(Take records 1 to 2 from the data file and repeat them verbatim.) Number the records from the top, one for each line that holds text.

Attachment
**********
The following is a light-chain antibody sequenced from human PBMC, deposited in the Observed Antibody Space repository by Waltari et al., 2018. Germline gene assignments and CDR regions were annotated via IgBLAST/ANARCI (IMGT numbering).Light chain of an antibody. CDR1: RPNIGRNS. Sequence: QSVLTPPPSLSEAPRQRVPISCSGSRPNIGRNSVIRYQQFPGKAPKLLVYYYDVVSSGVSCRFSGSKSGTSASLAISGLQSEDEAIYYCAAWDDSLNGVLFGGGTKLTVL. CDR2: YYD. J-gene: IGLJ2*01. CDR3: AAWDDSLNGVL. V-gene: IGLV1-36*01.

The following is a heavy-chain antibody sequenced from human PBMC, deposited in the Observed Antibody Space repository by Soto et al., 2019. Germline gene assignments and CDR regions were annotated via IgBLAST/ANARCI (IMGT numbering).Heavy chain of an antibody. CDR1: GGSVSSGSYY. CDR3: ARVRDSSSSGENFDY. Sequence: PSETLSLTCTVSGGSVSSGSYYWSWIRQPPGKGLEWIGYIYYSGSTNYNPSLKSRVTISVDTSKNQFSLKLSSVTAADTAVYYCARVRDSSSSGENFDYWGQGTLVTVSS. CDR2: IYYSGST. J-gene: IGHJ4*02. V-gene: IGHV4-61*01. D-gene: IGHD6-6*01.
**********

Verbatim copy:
The following is a light-chain antibody sequenced from human PBMC, deposited in the Observed Antibody Space repository by Waltari et al., 2018. Germline gene assignments and CDR regions were annotated via IgBLAST/ANARCI (IMGT numbering).Light chain of an antibody. CDR1: RPNIGRNS. Sequence: QSVLTPPPSLSEAPRQRVPISCSGSRPNIGRNSVIRYQQFPGKAPKLLVYYYDVVSSGVSCRFSGSKSGTSASLAISGLQSEDEAIYYCAAWDDSLNGVLFGGGTKLTVL. CDR2: YYD. J-gene: IGLJ2*01. CDR3: AAWDDSLNGVL. V-gene: IGLV1-36*01.

The following is a heavy-chain antibody sequenced from human PBMC, deposited in the Observed Antibody Space repository by Soto et al., 2019. Germline gene assignments and CDR regions were annotated via IgBLAST/ANARCI (IMGT numbering).Heavy chain of an antibody. CDR1: GGSVSSGSYY. CDR3: ARVRDSSSSGENFDY. Sequence: PSETLSLTCTVSGGSVSSGSYYWSWIRQPPGKGLEWIGYIYYSGSTNYNPSLKSRVTISVDTSKNQFSLKLSSVTAADTAVYYCARVRDSSSSGENFDYWGQGTLVTVSS. CDR2: IYYSGST. J-gene: IGHJ4*02. V-gene: IGHV4-61*01. D-gene: IGHD6-6*01.